Although I don’t usually break my reading down into genre or geographic categories, I have this time, only because the list is long and some structure might be useful.

Australian novels I enjoyed this year include Melissa Lucashenko’s cheeky but powerful and very necessary TOO MUCH LIP, Charlotte Wood’s moving and piercingly astute THE WEEKEND, RWC McDonald’s wondrously joyful THE NANCYS, and Simon Cleary’s THE WAR ARTIST, which is a timely addition to Australian literature that dares to question our apparently unbounded love of military history. Other novels that packed a necessary punch are Andrew Goldsmith’s intricately drawn INVENTED LIVES, THE BREEDING SEASON by Amanda Niehaus (my review for the Canberra Times here), and THE ORCHARDIST’S DAUGHTER, Karen Viggers’ study of Tasmanian forest ecology and the human lives that depend on it. THE PILLARS by Peter Polites puts a dagger through Sydney’s obsession with real estate; the novel actually does so much more. INVISIBLE BOYS by Holden Sheppard is a no-bullshit exploration of growing up gay in regional Western Australia – the novel and its author are attracting a huge fanbase and it’s not hard to see why. Finally, three novels that deserve to be widely read are Julie Keys’ THE ARTIST’S PORTRAIT, which is such an ambitious and unique historical novel about art and memory, HITCH by Kathryn Hind (my review for the Canberra Times here), and IN WHOM WE TRUST by one of Australia’s greatest living prose writers, John Clanchy.

Novels from overseas that I adored include HAPPINESS by the always wise Aminatta Forna, THE FRIEND by Sigrid Nunez, and Max Porter’s utterly magical – and devastating – LANNY. I finally read works by Rachel Cusk – TRANSIT – and Elizabeth Strout – OLIVE, AGAIN – and, oh my goodness, both were extraordinary and I will be reading more of both. To my mind, the novel of the year, if not the decade, was Ocean Vuong’s ON EARTH WE’RE BRIEFLY GORGEOUS, which knocked my socks off, partly because it gently though forcefully reveals the inter-generational impact of war and partly because the language is so poetically exposed.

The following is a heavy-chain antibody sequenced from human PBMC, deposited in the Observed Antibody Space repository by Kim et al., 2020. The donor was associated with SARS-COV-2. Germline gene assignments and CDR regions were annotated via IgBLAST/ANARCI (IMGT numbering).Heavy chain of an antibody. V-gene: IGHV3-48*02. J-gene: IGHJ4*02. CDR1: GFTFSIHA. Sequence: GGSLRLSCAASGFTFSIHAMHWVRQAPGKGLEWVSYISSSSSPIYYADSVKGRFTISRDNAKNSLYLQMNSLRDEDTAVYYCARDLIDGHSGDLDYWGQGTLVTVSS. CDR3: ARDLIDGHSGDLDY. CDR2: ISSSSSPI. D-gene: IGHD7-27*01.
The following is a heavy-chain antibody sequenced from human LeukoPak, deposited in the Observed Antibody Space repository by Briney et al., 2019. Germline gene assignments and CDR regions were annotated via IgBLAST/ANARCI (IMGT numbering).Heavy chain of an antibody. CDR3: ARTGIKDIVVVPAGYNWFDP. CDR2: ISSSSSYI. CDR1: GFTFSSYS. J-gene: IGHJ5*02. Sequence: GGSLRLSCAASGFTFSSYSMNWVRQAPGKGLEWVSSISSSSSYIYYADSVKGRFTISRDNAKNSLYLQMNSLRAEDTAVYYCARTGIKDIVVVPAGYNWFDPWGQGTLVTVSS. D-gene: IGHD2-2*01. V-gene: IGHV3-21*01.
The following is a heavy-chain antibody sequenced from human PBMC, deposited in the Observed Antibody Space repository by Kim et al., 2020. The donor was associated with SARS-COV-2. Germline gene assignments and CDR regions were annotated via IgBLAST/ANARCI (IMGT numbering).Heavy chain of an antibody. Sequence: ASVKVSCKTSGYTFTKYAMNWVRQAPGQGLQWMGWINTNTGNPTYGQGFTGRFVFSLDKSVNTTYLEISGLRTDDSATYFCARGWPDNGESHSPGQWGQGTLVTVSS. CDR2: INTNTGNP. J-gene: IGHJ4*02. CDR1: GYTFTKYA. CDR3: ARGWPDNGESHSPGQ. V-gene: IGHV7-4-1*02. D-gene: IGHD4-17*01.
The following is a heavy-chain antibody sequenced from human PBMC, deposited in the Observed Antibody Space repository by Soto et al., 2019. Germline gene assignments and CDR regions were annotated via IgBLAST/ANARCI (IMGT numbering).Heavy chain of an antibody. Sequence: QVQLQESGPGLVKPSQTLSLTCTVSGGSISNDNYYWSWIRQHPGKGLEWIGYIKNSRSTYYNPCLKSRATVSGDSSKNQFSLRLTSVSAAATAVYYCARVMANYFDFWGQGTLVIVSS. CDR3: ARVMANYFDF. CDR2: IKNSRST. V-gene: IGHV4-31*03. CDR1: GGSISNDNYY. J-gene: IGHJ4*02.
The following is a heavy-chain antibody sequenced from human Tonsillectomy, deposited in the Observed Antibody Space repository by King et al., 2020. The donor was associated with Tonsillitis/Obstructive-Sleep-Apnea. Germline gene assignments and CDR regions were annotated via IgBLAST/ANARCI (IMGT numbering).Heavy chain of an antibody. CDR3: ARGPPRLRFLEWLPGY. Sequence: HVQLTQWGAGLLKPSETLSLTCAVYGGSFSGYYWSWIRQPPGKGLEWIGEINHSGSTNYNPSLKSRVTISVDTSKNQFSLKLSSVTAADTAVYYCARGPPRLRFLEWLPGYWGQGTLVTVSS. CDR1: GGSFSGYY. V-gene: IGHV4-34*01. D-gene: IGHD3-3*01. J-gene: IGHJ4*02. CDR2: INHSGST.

I read some very moving Australian non-fiction this year, including GROWING UP QUEER (edited by Benjamin Law), Laura Dawes’ FIGHTING FIT, which scientifically and entertainingly explores the many ways Britain kept its home population healthy during the Second World War, Chloe Higgins’ tragic and remarkably vulnerable THE GIRLS, James Halford’s wonderfully drawn essays about his love of Latin American literature as collected in REQUIEM WITH YELLOW BUTTERFLIES, and Patrick Mullins’ impeccably researched and thoughtfully written biography of the much-maligned Australian prime minister Billy McMahon – TIBERIUS WITH A TELEPHONE. I found THE SATURDAY PORTRAITS by Maxine Beneba Clarke incredibly moving and does a lot to reveal the challenges presented by contemporary Australia. I very much enjoyed Peter Papathanasiou’s LITTLE ONE, which is a joyful memoir about determination and crossing boundaries (in many ways). NO FRIEND BUT THE MOUNTAINS by Behrouz Boochani is an extraordinary – and deeply poetry – chronicle of ‘life’ in this country’s deplorable refugee prisons, and THE ERRATICS by Vicki Laveau-Harvie shows how powerful prose can be, especially when focused on a highly dysfunctional family.

I didn’t read as many poetry collections as I would have liked, though the form is a regular part of my reading. I loved ANOTHER LANGUAGE by Eileen Chong, and I had my own celebration of Mary Oliver, lapping up the Pulitzer Prize-winning AMERICAN PRIMATIVE and LONG LIFE, which is a collection of essays, many playful, interspersed with Oliver’s typically accessible though always moving poetry.

Another years goes by and yet again music has played such an important part in keeping me afloat; more: music keeps me feeling alive, properly alive. So, it is a bit of a surprise to discover that I didn’t buy as much music as I have in the past, and I can only list five new albums that have made an impact. Perhaps I’ve been revisiting older records – In Rainbows by Radiohead (2007) and Violator by Depeche Mode (1990) both have had quite a spin, and I have also been enjoying mix-tapes (yes, old cassettes) that I made many moons ago. In any case, the following albums have significantly enriched this year.

New Energy by Four Tet

This is the album I have listened to the most in 2019, partly because I love much of what Kieran Hebden has done over the years – Rounds (2003) and There is Love in You (2010) are beauties – and partly because this latest release is such a strangely wonderful suite of tracks. To my ears, it is more laid-back, ambient even, though there are also some bangers e.g. ‘Scientists‘. Is this an absolutely necessary collection? Maybe not, but considering the world is rapidly going to hell in a hand-basket, sometimes it’s just good, if not essential, to just let intricate beats and thoughtfully crafted melodies ease and lift the spirit.

Honey by Robyn